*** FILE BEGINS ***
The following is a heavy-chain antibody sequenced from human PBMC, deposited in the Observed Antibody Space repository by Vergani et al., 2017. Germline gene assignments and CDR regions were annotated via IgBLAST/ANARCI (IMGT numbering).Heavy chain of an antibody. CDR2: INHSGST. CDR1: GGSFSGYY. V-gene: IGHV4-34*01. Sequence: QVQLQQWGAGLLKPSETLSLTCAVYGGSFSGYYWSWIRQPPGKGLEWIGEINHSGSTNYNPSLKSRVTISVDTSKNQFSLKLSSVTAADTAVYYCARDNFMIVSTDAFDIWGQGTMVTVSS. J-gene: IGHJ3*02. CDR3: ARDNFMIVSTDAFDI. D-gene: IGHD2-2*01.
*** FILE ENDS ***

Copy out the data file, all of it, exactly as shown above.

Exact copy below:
The following is a heavy-chain antibody sequenced from human PBMC, deposited in the Observed Antibody Space repository by Vergani et al., 2017. Germline gene assignments and CDR regions were annotated via IgBLAST/ANARCI (IMGT numbering).Heavy chain of an antibody. CDR2: INHSGST. CDR1: GGSFSGYY. V-gene: IGHV4-34*01. Sequence: QVQLQQWGAGLLKPSETLSLTCAVYGGSFSGYYWSWIRQPPGKGLEWIGEINHSGSTNYNPSLKSRVTISVDTSKNQFSLKLSSVTAADTAVYYCARDNFMIVSTDAFDIWGQGTMVTVSS. J-gene: IGHJ3*02. CDR3: ARDNFMIVSTDAFDI. D-gene: IGHD2-2*01.